Welcome to author Sherrill Joseph who comes to us with a fascinating history of how she got into writing.
Describe your favorite writing spot or space.
A cozy garret in a multi-storied old mansion. There’s a mullioned window looking down on a secret garden that I can see from my desk.
Describe your current writing spot or space.
At a desk in my bedroom. I have a desk lamp, stand-up file handy, copies of my book, and a computer and printer, of course.
What is your work schedule like when you’re writing?
I write, market, and promote my books seven days a week, usually from 10 a.m. to 5 p.m. I rarely take time off unless it’s to stretch, walk and play with my dog, or for an errand or occasional appointment. I used to go out to lunch a couple times a month with friends before COVID-19.
How long on average does it take you to write a book?
The first draft–about three months, not counting research.
How many unpublished and half-finished books do you have?
Book 3 in my Botanic Hill Detectives Mysteries series is next up for publishing. Book 4 in the series is currently being written.
Do you write under a pseudonym? If not, have you ever considered it?
No pseudonym. Never wanted one.
What comes first for you, the plot or characters?
My detective characters came to me first back in 2012. They were inspired by my fifth-grade students and young twin cousins. Now, plot comes first.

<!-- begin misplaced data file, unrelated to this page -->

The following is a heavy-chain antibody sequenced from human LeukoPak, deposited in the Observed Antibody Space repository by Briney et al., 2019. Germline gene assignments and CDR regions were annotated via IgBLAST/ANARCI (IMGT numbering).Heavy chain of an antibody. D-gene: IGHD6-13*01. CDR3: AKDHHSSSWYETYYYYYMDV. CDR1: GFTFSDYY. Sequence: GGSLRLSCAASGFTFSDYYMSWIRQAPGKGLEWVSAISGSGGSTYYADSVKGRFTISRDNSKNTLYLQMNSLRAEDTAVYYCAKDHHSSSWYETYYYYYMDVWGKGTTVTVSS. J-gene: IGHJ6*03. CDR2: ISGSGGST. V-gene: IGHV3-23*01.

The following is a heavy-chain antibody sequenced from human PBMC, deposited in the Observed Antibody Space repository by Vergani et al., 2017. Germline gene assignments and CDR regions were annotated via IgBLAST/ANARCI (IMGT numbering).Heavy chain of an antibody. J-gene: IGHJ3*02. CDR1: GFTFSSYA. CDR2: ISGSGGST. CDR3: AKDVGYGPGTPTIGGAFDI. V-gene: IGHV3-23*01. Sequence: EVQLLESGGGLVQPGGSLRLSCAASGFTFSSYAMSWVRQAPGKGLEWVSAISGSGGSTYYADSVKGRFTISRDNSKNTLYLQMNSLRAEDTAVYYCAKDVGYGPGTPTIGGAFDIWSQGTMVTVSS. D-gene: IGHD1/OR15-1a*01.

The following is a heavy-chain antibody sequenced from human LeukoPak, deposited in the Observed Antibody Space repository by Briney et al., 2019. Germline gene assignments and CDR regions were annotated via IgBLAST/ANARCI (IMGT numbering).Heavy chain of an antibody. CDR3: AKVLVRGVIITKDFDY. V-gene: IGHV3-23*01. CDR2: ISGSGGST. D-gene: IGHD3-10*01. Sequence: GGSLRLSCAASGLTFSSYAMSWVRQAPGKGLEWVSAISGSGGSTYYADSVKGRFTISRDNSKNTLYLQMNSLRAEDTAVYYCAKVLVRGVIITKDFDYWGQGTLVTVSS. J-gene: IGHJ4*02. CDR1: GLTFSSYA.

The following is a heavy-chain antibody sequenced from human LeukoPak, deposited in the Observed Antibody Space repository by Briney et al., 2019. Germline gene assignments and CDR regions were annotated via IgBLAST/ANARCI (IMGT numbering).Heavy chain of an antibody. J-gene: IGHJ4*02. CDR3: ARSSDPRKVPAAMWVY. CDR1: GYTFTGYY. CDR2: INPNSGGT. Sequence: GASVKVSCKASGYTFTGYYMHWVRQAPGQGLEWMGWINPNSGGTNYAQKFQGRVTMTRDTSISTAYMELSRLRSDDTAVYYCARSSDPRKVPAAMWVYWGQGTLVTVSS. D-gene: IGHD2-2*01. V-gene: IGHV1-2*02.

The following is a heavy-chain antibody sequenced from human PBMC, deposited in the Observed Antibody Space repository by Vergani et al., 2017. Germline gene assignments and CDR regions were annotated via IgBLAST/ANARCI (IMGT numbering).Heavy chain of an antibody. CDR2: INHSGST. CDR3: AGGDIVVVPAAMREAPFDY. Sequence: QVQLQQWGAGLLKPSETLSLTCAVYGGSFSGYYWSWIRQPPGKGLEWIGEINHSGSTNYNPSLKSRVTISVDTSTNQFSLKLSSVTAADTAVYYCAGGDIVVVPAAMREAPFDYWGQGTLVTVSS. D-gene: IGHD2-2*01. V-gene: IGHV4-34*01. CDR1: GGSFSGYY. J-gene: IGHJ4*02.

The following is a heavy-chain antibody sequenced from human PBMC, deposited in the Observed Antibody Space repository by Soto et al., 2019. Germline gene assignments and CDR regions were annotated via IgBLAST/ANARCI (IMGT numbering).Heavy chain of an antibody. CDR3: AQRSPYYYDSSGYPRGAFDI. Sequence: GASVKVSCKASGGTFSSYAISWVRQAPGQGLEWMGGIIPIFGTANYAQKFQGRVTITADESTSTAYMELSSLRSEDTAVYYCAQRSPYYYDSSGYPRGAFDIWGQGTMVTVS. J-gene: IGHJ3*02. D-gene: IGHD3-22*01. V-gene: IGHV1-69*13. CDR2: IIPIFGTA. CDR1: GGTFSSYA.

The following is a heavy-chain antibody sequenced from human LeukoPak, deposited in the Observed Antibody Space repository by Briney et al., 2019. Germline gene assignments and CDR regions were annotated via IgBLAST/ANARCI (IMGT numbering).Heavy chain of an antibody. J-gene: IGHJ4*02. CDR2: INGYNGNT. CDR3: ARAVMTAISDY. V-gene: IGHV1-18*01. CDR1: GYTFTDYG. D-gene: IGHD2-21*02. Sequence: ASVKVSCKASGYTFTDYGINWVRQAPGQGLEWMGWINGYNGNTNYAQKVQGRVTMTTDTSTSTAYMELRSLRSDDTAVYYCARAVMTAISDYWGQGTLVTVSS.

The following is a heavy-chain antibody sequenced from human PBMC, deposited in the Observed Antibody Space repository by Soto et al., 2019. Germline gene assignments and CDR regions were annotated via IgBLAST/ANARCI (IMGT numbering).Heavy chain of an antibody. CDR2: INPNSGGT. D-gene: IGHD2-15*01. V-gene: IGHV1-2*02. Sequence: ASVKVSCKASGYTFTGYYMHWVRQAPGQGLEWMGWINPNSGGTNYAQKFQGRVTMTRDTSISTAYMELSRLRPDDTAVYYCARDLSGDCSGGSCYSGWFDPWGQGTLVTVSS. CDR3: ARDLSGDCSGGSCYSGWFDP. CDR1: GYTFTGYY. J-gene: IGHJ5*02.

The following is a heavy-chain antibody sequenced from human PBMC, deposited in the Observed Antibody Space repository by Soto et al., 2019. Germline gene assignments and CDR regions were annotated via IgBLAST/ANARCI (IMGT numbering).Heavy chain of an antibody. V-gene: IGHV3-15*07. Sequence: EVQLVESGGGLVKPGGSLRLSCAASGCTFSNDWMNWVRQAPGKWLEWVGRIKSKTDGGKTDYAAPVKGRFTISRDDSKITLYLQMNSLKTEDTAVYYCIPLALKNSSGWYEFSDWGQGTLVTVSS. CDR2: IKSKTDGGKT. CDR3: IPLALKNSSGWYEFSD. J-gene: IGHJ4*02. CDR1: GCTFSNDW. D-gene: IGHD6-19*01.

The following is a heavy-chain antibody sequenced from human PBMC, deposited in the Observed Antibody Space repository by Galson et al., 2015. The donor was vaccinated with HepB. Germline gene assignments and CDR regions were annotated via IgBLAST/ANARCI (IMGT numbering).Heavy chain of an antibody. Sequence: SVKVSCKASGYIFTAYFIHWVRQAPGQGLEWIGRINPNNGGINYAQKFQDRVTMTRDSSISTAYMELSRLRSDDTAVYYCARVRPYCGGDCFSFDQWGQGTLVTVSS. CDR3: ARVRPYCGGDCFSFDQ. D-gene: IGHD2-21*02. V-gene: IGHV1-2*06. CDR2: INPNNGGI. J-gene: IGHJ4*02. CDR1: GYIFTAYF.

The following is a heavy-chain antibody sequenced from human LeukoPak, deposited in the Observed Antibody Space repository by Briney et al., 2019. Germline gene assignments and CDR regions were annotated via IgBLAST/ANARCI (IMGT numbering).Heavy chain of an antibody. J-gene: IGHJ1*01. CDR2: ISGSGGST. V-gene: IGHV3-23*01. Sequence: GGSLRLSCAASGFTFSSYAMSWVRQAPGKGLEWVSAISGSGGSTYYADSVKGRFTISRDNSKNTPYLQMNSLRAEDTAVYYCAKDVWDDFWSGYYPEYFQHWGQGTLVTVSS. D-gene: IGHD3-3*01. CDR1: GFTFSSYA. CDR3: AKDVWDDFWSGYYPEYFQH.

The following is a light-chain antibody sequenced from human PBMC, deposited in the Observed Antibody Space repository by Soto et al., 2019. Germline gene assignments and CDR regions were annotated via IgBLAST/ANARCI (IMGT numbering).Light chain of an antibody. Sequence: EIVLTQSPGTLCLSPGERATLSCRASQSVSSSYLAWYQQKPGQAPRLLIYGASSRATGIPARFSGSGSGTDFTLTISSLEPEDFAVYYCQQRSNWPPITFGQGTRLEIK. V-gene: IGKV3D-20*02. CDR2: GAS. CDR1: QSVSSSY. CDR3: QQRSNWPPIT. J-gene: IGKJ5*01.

How do you select the names of your characters?
The Detectives: Lanny’s real name is Lanyon. That’s my paternal great-grandmother’s maiden name. Lexi’s real name is Alexia. I saw her name on a bag of French fries in the frozen food section of the grocery store and liked it! Moki is the name of a boy I met in Hawaii. Rani, from India, means “queen” in her country.
What’s the most difficult thing about writing characters from the opposite sex?
I have to draw more on my boy students’ language, interests, and mannerisms than I do for the girls.
Can you hear your characters talking?
Since middle-grade (MG) fiction relies heavily on dialog, yes, I do hear and visualize them talking and transcribe what they say.
Were you a part-time writer before you became a full-time one? For how long?
I was a part-time writer from the age of ten when I discovered Nancy Drew mysteries and started writing little stories of Nancy and her friends. I continued writing short stories and poetry through high school. Then, I was an English major in college and wrote daily. As a teacher, I taught writing. When I gave my students a writing assignment, I would do the assignment along with them and use it as an example, sharing my struggles and successes with them to make writing authentic for them.
How much time do you spend on research before starting a book? While writing?
It depends on the book. It’s difficult for me to quantify it. For Book 1, I already knew much about ancient Egypt, but I still verified all the information. Also, I had to research snakes and their venom, which was very new information for me, not being a lover of snakes. For Book 2, I had to do considerable research on gemstones of antiquity as well as emeralds. For Book 3, there was much for me to learn via research about the California Gold Rush; Bass Reeves, who was the prototype for my character Pappy Mayfield; and, the system of mining for gold. Book 4 involves ongoing research about Pearl Harbor and related subjects.